“They didn’t cut out the stuff that’s expensive, or the stuff that’s hard to do, or the stuff that makes the place look bad,” said Gastfriend, who has consulted with several states, cities, and foreign countries on addiction issues. He called the report a model for other cities, saying that the task force “seemed to want something that was scientifically valid, meaningful, a true guide to things needed for dealing with this epidemic.” He was impressed that the report not only seeks to expand use of medication-assisted treatments like buprenorphine but seeks to track how many get it.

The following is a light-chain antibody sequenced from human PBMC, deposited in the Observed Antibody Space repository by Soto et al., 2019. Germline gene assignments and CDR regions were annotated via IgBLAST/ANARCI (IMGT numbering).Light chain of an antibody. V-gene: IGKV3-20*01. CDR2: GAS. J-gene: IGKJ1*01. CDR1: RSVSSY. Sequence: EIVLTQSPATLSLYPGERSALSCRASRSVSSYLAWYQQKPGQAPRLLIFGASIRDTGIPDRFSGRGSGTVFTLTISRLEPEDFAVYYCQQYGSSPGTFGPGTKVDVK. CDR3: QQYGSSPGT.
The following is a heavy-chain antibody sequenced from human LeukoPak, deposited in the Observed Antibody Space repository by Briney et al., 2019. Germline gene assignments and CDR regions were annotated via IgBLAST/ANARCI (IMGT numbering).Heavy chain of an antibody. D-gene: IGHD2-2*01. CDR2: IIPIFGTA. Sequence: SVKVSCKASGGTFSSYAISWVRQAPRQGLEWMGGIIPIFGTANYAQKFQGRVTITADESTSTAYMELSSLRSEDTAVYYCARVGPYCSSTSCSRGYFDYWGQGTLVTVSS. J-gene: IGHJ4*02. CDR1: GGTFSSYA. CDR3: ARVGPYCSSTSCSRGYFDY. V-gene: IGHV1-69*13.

A safe injection site would essentially decriminalize possession and use of illegal drugs, requiring cooperation from local law enforcement and acceptance from the public. The idea is gaining support in this country, most recently with the American Medical Association’s endorsement in June of developing pilot facilities to test the concept in this country. The AMA based its decision in part on a comprehensive study issued in April by the Massachusetts Medical Society , which concluded that injection sites help addicted people but would pose a legal risk to doctors and medical staff who oversaw people injecting illegal drugs, unless the medical professionals were granted a legal exemption.